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Without Ceasing

Written by Pastor Aaron Decker. Posted in Light and Life

Prayer is something we do when we think of it, when our minds turn toward God for one reason or another.  We find ourselves in need and turn to God for help.  Or perhaps we are overcome with joy for one reason or another, and whisper a quick, “Thank you, God.”  Some of us manage to form for ourselves regular prayer disciplines, perhaps on first waking in the morning or just before we crawl into bed; others do not build prayer into our lives as a regular practice but just let it wash over us, unbidden, whenever we need it.

One way or another, though, I suspect most of us can hardly say that we “pray without ceasing,” as Paul instructs in 1 Thessalonians 5.  Our lives are busy, and while we feel that our relationship with God is important, we attend to that relationship in little gasps, whenever we can.  We have too many other things to do.  Why, if we were to really “pray without ceasing,” everything else in our lives would sit undone.  Right?

I had the opportunity to experience real prayer without ceasing a few weeks ago while on retreat at St. Augustine’s House in Oxford, MI.  Every few hours in this monastery, and hundreds more like it in foundations throughout the world, the men (or women, depending on the house) stop for prayer.  Seven times a day they gather in communities large and small, reading or singing through the Psalms and Canticles of scripture, praying for the world, drawing into God’s presence.  Even in foundations like St. Joseph’s in Spencer, where beautiful vestments and exquisite jellies are produced, the real work of the community is understood to be not these industries but prayer.

I have to admit, I didn’t choose the monastery in order to gain some deep spiritual insight or develop my faith life in any way.  No, I picked Oxford as my destination because of the price tag:  “Whatever donation you can afford, housing and meals all inclusive.”  It was, frankly, a cheap vacation.  And I treated it as such.  I took along handheld video games and puzzle books, and spent most of my time reading.  And to be clear, not reading about church life, but fiction--a children’s book about wizards, a cheesy romance novel, the latest book by my favorite surrealist author.  Nothing of any intellectual weight.  This was vacation.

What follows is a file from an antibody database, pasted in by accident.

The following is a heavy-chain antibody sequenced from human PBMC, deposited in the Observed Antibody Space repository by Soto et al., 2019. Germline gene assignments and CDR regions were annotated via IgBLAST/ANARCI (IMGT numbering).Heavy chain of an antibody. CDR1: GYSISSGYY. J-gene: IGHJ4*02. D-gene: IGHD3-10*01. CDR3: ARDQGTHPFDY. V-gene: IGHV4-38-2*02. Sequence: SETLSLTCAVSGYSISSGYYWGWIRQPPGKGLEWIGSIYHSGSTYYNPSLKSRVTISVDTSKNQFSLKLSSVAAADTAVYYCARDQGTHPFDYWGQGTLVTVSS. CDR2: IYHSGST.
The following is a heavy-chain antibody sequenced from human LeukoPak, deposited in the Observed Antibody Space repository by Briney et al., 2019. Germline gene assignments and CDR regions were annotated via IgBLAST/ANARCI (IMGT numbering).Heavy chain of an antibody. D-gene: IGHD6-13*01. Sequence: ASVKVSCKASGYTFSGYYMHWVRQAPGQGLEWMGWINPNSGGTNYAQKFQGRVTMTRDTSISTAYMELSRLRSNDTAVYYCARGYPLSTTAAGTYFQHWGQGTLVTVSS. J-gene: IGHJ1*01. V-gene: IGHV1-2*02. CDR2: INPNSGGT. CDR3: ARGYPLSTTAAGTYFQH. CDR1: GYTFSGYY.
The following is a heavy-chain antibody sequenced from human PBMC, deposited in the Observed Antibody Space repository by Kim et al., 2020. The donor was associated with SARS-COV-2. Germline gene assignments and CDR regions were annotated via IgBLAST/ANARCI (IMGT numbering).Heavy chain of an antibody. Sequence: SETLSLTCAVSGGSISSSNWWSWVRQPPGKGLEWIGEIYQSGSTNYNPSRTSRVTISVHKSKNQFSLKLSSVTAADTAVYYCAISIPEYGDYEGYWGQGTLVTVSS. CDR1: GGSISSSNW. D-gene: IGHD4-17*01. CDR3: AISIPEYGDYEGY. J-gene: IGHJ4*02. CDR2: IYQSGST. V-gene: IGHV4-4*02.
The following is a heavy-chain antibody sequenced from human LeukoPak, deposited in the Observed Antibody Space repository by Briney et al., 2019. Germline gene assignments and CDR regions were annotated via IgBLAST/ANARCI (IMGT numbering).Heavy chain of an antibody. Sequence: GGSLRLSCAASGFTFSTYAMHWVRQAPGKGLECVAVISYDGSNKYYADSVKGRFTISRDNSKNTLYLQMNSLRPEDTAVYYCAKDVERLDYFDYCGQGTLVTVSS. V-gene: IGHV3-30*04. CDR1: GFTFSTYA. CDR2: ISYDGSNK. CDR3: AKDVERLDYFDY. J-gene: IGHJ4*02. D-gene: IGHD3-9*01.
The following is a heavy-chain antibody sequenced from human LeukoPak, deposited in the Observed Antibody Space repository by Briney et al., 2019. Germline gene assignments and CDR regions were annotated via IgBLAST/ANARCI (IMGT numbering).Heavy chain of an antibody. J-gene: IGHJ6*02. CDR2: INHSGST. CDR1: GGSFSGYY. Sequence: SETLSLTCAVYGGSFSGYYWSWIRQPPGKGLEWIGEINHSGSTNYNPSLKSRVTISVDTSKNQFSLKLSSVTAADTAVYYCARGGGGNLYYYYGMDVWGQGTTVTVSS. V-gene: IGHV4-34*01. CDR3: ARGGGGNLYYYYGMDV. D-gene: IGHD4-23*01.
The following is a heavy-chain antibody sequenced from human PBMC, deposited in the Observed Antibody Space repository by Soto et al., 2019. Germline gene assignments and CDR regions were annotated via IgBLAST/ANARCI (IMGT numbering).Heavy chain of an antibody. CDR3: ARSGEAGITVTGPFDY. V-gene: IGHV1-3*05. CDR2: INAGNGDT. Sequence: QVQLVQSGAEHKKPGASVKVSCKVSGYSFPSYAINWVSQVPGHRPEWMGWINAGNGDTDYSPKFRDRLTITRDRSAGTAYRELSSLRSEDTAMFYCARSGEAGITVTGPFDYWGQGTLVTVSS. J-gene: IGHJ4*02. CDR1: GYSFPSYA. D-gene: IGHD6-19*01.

But when my time was interrupted again and again--at 8:30, noon, 2:30, 5:00, etc. over and over--something wonderful happened.  Certainly prayer took place at those moments in the chapel, singing the psalms with the handful of monastic residents.  But then I found that it leaked over into everything else.  Eating dinner.  Quiet reading.  An evening out to visit an old college friend for dinner.  Everything became prayer.  Everything I did that week was somehow infused with an awareness of God’s presence.

Back home in Massachusetts, I have to admit that good intentions of keeping up the practice have fallen apart.  My breviary--monastic prayer book--sits closed on my nightstand, untouched since my return.  Of course, my vocation demands a certain level of prayerfulness, but beyond that, it’s business as usual, prayer when it occurs to me.  But imagine what it would be like if we all were to pray in a way that helped us be always cognizant of God-with-us?  Praying while we iron clothing, mow grass, cook dinner.

Paul tells us what that would be like, too.  We tend to view scripture chopped up into its component verses.  But of course, the writers of scripture didn’t give the verse numbers to us; they are just for our convenience for reference.  Paul’s whole sentence reads:  “Rejoice always, pray without ceasing, give thanks in all circumstances; for this is the will of God in Christ Jesus for you.”  Rejoice.  Give thanks.  Paul knows that a constant mindfulness of God will bring us great joy.  And that it will connect us in a new way with God’s will for each of us.

Perhaps we don’t need to stop what we are doing often to pray.  Instead, perhaps we can pray without ceasing, no matter what we are doing, and be mindful of God’s presence in and through us, as we work and live and love each other.  Perhaps we can discover God in every moment of our lives.

Grace and Peace,
Pastor Aaron


Present God, help me pray without ceasing.  Help me notice what you are doing in and through me wherever I am.  Amen.